The day in full pads was a half-a-loaf day for the offense and the defense.
The offense, which had an erratic two days in shorts and shirts, continued to work off a basic script which contained several screens and several zone runs. The best news for this group was that the pass protection, which had looked spotty during the 11-on-11 sessions Sunday and Monday, tightened up considerably today. Cowboys QBs had more time to scan the field and work from the pocket.
The screen game, which the unit had worked on extensively the first two days, showed improved execution and started to click a bit more. While the team has worked in running back, tight end and flanker screens, the running back screens showed the most promise against a defense which is trying to establish its rush credentials.
On the defensive side of the ball, Monte Kiffin’s zone philosophy is starting to show promise. A scheme based on denying the deep pass and the big play denied Cowboys quarterbacks deep options all day. The two and three-deep zone coverages work to force check-downs and the back seven did this superbly today. It did not matter whether Tony Romo, Kyle Orton or the other back-ups were at the controls. Passes in the deep zones were eschewed in favor of check downs into the short and intermediate zones.
This does not mean that the offense was shackled. Dez Bryant is looking like an “aircraft carrier,” to use the verbiage of the late basketball analyst Al McGuire, and Bryant caught some passes off dig routes and shallow crossers and made significant yards after the catch. That said, neither Romo nor his offensive cohorts were able to threaten the deep areas of the field.
While this has to frustrate the quarterbacks, this has to make the defensive coaches happy. This is how the Tampa-2 is supposed to work. It tries to force the shorter pass and calls on the back seven and attack the player who catches the ball.
The day began without the early “blue” session, which had been reserved for the 2nd and 3rd team squad players. The players met for a quick stretching session, then worked on positional agility drills.
After 20 minutes the offense and defense met to work on the day’s “scrip,s” a half-speed walk through of the plays the units will work on that day. The offense worked on stretch runs it has practiced for two days. The one addition was the”power” or counter-o as many teams call it. This is the trusty counter run, where the back-side guard pulls and leads the running back to the opposite side after an initial weak-side fake.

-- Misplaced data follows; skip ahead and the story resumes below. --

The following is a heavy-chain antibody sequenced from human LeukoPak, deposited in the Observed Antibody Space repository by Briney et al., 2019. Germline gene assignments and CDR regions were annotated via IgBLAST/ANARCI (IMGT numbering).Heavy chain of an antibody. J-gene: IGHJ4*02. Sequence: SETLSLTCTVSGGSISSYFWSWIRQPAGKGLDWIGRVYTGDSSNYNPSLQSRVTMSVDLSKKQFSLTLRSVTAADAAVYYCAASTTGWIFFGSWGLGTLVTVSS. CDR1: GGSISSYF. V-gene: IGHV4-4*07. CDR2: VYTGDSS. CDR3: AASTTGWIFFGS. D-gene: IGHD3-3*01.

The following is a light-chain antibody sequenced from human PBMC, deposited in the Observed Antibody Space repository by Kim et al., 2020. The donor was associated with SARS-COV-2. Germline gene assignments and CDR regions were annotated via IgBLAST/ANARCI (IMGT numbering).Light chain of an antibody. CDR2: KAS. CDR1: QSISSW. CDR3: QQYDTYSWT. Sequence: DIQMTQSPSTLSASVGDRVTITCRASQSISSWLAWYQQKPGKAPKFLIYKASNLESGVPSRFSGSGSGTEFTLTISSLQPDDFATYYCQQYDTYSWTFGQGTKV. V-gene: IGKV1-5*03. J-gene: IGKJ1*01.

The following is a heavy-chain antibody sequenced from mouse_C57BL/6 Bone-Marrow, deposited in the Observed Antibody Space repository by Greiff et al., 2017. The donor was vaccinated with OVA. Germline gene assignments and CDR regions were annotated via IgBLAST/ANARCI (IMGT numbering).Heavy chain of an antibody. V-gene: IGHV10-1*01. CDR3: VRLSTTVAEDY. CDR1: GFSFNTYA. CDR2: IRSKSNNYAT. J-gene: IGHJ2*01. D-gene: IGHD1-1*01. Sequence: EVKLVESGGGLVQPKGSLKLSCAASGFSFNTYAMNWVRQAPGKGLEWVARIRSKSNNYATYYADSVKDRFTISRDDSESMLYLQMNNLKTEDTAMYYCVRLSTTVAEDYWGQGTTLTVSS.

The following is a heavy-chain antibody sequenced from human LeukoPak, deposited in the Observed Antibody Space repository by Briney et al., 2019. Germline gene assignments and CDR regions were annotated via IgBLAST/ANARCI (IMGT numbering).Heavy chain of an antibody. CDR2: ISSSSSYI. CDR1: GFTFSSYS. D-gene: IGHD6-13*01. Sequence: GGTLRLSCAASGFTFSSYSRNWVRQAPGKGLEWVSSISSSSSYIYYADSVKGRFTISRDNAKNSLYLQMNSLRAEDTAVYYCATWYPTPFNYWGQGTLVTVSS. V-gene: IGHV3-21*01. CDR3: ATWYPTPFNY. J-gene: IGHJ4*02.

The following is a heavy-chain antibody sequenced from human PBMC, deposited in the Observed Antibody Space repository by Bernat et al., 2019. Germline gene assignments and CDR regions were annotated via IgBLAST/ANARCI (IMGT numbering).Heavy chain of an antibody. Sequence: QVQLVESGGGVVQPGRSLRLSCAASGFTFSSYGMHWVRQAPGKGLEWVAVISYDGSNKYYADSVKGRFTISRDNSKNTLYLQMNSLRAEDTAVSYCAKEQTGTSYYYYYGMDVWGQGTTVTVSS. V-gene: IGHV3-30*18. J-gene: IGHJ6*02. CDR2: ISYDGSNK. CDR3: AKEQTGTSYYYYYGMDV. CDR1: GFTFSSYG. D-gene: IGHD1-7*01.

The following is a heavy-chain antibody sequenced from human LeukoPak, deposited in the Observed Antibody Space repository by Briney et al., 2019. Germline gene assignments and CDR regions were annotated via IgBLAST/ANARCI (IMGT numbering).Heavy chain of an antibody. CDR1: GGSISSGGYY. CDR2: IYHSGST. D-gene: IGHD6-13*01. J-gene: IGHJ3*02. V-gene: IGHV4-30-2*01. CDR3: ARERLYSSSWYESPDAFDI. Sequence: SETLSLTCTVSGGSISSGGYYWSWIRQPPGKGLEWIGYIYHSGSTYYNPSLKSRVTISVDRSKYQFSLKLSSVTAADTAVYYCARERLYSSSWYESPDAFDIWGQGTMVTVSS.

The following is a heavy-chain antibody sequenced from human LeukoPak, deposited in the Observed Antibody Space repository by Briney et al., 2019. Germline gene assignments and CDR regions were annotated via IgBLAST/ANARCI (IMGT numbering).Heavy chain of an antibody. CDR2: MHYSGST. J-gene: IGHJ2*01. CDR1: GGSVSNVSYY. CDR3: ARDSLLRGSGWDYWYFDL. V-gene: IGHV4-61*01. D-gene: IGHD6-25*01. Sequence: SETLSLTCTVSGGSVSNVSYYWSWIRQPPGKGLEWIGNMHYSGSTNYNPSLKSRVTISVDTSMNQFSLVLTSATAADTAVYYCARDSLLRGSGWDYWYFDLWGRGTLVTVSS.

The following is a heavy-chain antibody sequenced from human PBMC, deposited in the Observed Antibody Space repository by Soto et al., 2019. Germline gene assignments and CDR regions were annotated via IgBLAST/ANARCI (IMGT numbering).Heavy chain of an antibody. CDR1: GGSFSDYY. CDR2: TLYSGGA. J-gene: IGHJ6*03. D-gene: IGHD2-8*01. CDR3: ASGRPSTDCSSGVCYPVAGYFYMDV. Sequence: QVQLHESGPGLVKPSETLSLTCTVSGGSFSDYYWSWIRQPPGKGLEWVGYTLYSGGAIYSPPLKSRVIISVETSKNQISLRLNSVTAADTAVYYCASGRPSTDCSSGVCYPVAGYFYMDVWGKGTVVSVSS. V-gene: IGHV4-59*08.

The defense, meanwhile, worked in split groups on back-seven coverage. On the near sideline, the coaches worked with the 2nd and 3rd team guys on more basic two deep and three deep zones while on the opposite half, Monte Kiffin drilled his first unit on a combination of zones and man under/single high coverages. The emphasis on creating turnovers was apparent. One phase of the drill had coaches throwing passes into the teeth of coverage, challenging the linebackers to close on the ball and pick it off. Sean Lee snagged his share, building on his strong turnover-laden opening.
The team then met for its first 11-on-11 of the day. The first 1st offense versus 1st defensive pairing was won by Tony Romo, who twice drew D-linemen off-sides. Ben Bass and then DeMarcus Ware were the culprits Jason Garrett had the unit pulled for their mistakes. (Don’t fret. The defense did not have another such mistake the rest of the practice.)
In the subsequent plays against the second defensive unit, Romo beat blitzes with quick tosses to his running backs.
The team then broke up into the initial one-on-one drills in pads. While the receivers and corners were working on the west end of the field, the linebackers and safeties matched up against the tight ends. Here, rookie Gavin Escobar showed some of the deep speed that made him so attractive to the team’s scouts. He twice caught passes between the layers of the interior zone and absorbed the hits from the safeties after he caught the ball.